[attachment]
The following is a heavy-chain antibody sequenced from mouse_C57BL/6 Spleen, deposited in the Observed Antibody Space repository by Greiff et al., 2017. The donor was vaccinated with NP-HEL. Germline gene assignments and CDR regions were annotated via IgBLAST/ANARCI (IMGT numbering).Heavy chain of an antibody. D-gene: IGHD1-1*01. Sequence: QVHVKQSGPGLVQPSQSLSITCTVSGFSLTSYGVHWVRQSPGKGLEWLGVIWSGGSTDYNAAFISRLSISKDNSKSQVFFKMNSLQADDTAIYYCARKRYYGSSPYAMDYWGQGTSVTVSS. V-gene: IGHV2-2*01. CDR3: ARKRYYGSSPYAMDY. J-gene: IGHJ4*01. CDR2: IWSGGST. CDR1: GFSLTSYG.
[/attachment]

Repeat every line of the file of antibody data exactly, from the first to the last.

The following is a heavy-chain antibody sequenced from mouse_C57BL/6 Spleen, deposited in the Observed Antibody Space repository by Greiff et al., 2017. The donor was vaccinated with NP-HEL. Germline gene assignments and CDR regions were annotated via IgBLAST/ANARCI (IMGT numbering).Heavy chain of an antibody. D-gene: IGHD1-1*01. Sequence: QVHVKQSGPGLVQPSQSLSITCTVSGFSLTSYGVHWVRQSPGKGLEWLGVIWSGGSTDYNAAFISRLSISKDNSKSQVFFKMNSLQADDTAIYYCARKRYYGSSPYAMDYWGQGTSVTVSS. V-gene: IGHV2-2*01. CDR3: ARKRYYGSSPYAMDY. J-gene: IGHJ4*01. CDR2: IWSGGST. CDR1: GFSLTSYG.